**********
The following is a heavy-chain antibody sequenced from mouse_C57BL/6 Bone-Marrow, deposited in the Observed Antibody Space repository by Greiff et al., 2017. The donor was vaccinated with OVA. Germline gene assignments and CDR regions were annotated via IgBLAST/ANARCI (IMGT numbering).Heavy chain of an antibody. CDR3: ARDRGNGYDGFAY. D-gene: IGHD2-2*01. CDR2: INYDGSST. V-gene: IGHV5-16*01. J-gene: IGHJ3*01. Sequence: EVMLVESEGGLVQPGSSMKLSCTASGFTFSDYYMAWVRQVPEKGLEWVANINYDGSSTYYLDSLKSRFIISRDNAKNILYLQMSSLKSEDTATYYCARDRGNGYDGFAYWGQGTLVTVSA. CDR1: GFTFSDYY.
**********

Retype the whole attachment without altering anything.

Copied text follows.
The following is a heavy-chain antibody sequenced from mouse_C57BL/6 Bone-Marrow, deposited in the Observed Antibody Space repository by Greiff et al., 2017. The donor was vaccinated with OVA. Germline gene assignments and CDR regions were annotated via IgBLAST/ANARCI (IMGT numbering).Heavy chain of an antibody. CDR3: ARDRGNGYDGFAY. D-gene: IGHD2-2*01. CDR2: INYDGSST. V-gene: IGHV5-16*01. J-gene: IGHJ3*01. Sequence: EVMLVESEGGLVQPGSSMKLSCTASGFTFSDYYMAWVRQVPEKGLEWVANINYDGSSTYYLDSLKSRFIISRDNAKNILYLQMSSLKSEDTATYYCARDRGNGYDGFAYWGQGTLVTVSA. CDR1: GFTFSDYY.